Apple analyst Ming-Chi Kuo is often right about Apple’s plans well before they become public. And his latest report might sound tame at first, but — if correct — it has tremendous implications for Apple products down the line.
Taiwan Semiconductor Manufacturing Company (TSMC) is the sole supplier of Apple’s A-series chips, which ensures the company’s iPhones perform well. Now, in a note shared with MacRumors, Kuo claims that TSMC is so superior to its competitors, that it will continue to be Apple’s only chip supplier for A13 and A14 chips, which should be coming in 2019 and 2020, respectively.
So far, so good. But more importantly, Kuo claims TSMC will also start making ARM-based chips for Macs in 2020 and 2021, replacing Intel.
And finally, TSMC will manufacture chips for Apple’s upcoming Apple Car, starting in 2023.
As Amazon continues its rise as the world’s largest online marketplace, rival eBay charges that it got there by crossing a legal line.
eBay filed a lawsuit against Amazon in Santa Clara County on Wednesday alleging it fraudulently poached its high-value sellers by infiltrating an internal messaging system called M2M, In the filing, Ebay says its rival is “unwilling to fairly compete for third party seller business.”
Amazon declined to comment on the lawsuit.
eBay says the Amazon “scheme” violated its user agreement policies and “induced eBay sellers to do the same.”
Toronto-based beauty brand Deciem has temporarily shut its stores following a shock announcement by its founder.
Brandon Truaxe said in a video on Instagram that they were closing until further notice citing “major criminal activity”. He did not give details.
The company produces The Ordinary brand, which has become a global cult hit for its ingredients-focused and affordable skincare options.
It has stores in Canada, the US, the UK, and Australia.
GOOGLE ANNOUNCED ON Monday that it is shuttering its Google+ social network, following revelations in a Wall Street Journal report that the company did not disclose a recently discovered bug that had exposed data from up to 500,000 Google+ users users since 2015. In the same breath, the company introduced new tools to give users more control over the data they share with apps and services that connect to Google products.
At 2:18 pm ET on Wednesday, cell phones across the country buzzed with a Presidential Alert emergency test from President Donald Trump.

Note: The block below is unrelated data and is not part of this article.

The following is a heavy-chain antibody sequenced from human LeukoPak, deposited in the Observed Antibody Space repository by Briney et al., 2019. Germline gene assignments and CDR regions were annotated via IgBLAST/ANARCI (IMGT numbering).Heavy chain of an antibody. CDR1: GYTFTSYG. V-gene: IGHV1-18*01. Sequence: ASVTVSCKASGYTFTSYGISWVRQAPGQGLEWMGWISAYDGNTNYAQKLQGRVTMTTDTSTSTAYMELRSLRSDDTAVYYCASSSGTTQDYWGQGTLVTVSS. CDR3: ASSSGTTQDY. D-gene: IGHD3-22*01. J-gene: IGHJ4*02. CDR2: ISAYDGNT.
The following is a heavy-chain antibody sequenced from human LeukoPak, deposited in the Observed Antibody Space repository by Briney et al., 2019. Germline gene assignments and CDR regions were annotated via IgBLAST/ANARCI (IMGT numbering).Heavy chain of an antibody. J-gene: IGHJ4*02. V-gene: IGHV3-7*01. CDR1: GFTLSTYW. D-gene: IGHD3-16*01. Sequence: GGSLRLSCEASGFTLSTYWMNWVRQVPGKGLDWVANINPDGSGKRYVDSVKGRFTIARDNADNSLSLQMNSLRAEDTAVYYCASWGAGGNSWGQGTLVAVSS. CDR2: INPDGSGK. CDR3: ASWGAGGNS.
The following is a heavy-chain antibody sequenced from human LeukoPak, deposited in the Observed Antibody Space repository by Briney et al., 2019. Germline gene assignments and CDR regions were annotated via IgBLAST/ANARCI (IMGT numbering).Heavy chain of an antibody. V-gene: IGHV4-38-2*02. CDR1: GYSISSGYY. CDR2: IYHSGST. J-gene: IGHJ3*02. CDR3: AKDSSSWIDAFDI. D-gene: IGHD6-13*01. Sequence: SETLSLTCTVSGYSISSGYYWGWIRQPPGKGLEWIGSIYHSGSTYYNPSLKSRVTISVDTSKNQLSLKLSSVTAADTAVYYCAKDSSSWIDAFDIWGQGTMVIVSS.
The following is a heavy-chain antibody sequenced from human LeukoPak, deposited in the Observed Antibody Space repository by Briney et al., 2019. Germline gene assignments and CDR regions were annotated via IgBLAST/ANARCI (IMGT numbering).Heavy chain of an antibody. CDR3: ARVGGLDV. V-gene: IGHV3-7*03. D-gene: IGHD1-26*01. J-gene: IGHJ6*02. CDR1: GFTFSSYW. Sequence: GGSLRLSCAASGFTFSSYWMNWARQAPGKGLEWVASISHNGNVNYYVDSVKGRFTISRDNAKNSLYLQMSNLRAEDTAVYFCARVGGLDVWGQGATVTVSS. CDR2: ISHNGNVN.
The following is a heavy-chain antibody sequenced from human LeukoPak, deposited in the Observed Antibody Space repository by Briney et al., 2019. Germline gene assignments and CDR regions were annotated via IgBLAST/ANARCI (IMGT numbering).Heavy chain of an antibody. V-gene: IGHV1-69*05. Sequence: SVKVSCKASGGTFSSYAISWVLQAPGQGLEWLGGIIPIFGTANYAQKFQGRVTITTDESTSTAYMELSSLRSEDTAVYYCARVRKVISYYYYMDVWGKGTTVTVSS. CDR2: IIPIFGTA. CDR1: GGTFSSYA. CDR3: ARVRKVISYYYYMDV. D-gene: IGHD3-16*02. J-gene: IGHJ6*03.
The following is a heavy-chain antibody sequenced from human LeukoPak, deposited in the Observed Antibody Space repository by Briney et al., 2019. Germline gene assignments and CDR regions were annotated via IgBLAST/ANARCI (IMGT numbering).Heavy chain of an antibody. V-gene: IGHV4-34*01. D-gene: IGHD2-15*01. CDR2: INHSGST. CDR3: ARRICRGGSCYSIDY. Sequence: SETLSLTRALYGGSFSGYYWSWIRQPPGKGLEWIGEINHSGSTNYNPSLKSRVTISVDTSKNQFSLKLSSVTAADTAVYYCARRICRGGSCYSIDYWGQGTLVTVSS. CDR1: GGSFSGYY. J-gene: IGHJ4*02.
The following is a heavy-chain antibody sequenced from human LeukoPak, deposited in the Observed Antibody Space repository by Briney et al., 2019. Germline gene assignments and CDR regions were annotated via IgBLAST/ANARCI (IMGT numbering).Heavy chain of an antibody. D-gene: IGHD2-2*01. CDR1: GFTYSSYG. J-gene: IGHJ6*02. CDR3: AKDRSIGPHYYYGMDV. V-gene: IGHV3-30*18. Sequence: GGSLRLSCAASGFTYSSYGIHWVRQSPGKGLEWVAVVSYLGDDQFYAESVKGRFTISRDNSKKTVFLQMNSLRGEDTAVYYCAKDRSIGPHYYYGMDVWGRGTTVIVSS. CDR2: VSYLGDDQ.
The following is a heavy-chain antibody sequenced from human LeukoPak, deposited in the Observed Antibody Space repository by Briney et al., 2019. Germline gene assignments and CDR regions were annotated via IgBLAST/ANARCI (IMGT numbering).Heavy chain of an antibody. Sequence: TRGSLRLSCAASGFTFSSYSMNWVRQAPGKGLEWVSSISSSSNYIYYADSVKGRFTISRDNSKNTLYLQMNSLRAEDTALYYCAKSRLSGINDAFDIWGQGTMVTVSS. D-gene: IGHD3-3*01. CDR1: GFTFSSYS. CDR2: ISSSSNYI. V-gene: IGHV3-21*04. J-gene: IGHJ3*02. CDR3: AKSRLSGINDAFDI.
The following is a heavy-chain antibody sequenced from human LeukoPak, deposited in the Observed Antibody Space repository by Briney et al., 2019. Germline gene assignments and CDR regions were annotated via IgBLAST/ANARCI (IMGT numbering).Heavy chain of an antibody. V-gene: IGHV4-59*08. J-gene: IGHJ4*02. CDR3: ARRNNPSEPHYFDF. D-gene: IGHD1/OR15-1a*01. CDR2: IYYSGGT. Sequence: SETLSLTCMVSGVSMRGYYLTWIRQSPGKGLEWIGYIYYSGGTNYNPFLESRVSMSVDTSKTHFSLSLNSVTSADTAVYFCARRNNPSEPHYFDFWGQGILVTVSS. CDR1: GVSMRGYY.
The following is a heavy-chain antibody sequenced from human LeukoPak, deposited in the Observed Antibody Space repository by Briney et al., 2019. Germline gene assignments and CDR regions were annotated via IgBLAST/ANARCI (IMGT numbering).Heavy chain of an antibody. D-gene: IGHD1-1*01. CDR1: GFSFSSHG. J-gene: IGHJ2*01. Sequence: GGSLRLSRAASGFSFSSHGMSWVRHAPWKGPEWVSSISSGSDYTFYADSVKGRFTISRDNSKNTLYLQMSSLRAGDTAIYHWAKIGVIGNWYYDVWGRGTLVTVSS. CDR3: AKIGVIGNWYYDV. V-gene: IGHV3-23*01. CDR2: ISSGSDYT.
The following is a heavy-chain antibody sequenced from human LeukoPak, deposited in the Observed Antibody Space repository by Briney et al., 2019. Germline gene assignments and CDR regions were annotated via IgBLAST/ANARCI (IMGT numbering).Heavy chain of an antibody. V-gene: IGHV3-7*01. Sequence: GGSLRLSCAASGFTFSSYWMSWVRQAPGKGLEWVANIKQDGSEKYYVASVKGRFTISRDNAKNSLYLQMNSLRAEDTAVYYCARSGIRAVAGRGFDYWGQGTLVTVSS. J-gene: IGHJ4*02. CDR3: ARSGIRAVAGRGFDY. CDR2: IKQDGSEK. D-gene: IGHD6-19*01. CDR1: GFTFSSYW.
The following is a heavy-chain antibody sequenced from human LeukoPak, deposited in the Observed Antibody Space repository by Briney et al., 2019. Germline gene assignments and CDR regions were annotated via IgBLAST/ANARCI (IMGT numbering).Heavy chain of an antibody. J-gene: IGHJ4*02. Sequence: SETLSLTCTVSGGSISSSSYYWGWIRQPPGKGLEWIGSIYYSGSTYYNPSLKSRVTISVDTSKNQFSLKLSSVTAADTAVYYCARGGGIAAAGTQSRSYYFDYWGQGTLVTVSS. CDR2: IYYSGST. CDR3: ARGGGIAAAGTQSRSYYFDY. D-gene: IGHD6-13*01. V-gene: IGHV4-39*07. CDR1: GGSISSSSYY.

It was part of the first-ever national test of the Wireless Emergency Alert (WEA) system, part of a pair of tests delivered by FEMA, that’s been buzzing phones on a regional basis for years, alerting customers mostly to severe weather and Amber alerts.
News of the test, which hit back in September, got some folks a little riled up because these alerts allow direct communication between the president and the nation in case of an emergency, like a natural disaster or terrorist attack.
The internet industry is suing the state of California over its days-old net neutrality law.
The lawsuit, filed on Wednesday by major trade groups representing broadband companies, is the second major lawsuit filed against the state over the law — the first was brought by the Justice Department.
On Sunday evening, California Governor Jerry Brown signed what is considered to be the strictest net neutrality law in the country. Under the law, internet service providers will not be allowed to block or slow specific types of content or applications, or charge apps or companies fees for faster access to customers.
Viacom has named Brian Robbins as head of Nickelodeon, the once-pioneering kids-TV cable network which has been struggling in the ratings lately as it’s faced challenges from both Netflix and YouTube and their seemingly endless supply of children’s programming. Robbins will be moving over from Paramount Players, a division of Paramount Pictures that specializes in creating content related to Viacom’s major brands, including Nickelodeon, BET, and MTV.
The move, first reported by the Wall Street Journal, shows how Viacom sees Nickelodeon’s future in increasingly digital terms.
Cases of unauthorized persons stealing or accessing sensitive small business data like intellectual property, employees’ personal information or even financial records have been rising.
What’s sad is that when a data breach occurs, companies take an average of 191 days to realize it has happened, according to a recent report highlighted by TekMonks, a global enterprise software development and IT services company.
This slow response to cyber-attacks is alarming. It puts small businesses in a precarious position and demonstrates a dire need for cyber-security awareness and preparedness in every business.
Amazon is letting its customer ratings do the talking at its new store.
Called Amazon 4-Star, the new concept will stock items that customers have rated four stars or above, on average, according to a blog post announcing the store. That means it will include only the best of the best; Amazon says the current assortment averages 4.4 stars.
It opens Thursday in Manhattan’s SoHo neighborhood.